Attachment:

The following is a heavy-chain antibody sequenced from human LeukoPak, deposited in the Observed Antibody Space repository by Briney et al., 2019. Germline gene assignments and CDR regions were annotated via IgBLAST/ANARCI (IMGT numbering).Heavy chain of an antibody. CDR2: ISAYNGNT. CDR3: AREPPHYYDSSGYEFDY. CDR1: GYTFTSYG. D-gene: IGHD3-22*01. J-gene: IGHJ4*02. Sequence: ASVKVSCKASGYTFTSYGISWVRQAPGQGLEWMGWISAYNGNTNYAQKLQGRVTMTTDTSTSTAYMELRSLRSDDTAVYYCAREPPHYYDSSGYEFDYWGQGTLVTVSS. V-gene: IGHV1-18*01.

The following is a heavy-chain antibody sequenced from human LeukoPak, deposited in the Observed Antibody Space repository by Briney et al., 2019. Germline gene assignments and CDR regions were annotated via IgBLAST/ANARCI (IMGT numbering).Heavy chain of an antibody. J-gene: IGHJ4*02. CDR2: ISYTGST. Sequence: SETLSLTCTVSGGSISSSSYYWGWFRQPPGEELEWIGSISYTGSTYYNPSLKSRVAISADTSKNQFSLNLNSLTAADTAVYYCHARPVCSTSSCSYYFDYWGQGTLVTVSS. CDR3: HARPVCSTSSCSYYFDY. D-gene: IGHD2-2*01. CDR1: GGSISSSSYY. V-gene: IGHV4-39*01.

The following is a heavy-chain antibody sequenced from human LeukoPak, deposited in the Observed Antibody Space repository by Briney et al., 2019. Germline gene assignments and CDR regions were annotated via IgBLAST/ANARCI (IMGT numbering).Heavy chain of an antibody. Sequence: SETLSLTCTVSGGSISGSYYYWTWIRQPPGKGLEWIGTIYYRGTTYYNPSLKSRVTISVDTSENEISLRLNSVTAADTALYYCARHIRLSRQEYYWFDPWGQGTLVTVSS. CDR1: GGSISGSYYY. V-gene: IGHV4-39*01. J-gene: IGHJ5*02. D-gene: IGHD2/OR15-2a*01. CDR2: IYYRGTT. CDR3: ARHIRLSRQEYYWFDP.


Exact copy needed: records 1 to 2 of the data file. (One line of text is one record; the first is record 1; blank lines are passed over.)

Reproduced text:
The following is a heavy-chain antibody sequenced from human LeukoPak, deposited in the Observed Antibody Space repository by Briney et al., 2019. Germline gene assignments and CDR regions were annotated via IgBLAST/ANARCI (IMGT numbering).Heavy chain of an antibody. CDR2: ISAYNGNT. CDR3: AREPPHYYDSSGYEFDY. CDR1: GYTFTSYG. D-gene: IGHD3-22*01. J-gene: IGHJ4*02. Sequence: ASVKVSCKASGYTFTSYGISWVRQAPGQGLEWMGWISAYNGNTNYAQKLQGRVTMTTDTSTSTAYMELRSLRSDDTAVYYCAREPPHYYDSSGYEFDYWGQGTLVTVSS. V-gene: IGHV1-18*01.

The following is a heavy-chain antibody sequenced from human LeukoPak, deposited in the Observed Antibody Space repository by Briney et al., 2019. Germline gene assignments and CDR regions were annotated via IgBLAST/ANARCI (IMGT numbering).Heavy chain of an antibody. J-gene: IGHJ4*02. CDR2: ISYTGST. Sequence: SETLSLTCTVSGGSISSSSYYWGWFRQPPGEELEWIGSISYTGSTYYNPSLKSRVAISADTSKNQFSLNLNSLTAADTAVYYCHARPVCSTSSCSYYFDYWGQGTLVTVSS. CDR3: HARPVCSTSSCSYYFDY. D-gene: IGHD2-2*01. CDR1: GGSISSSSYY. V-gene: IGHV4-39*01.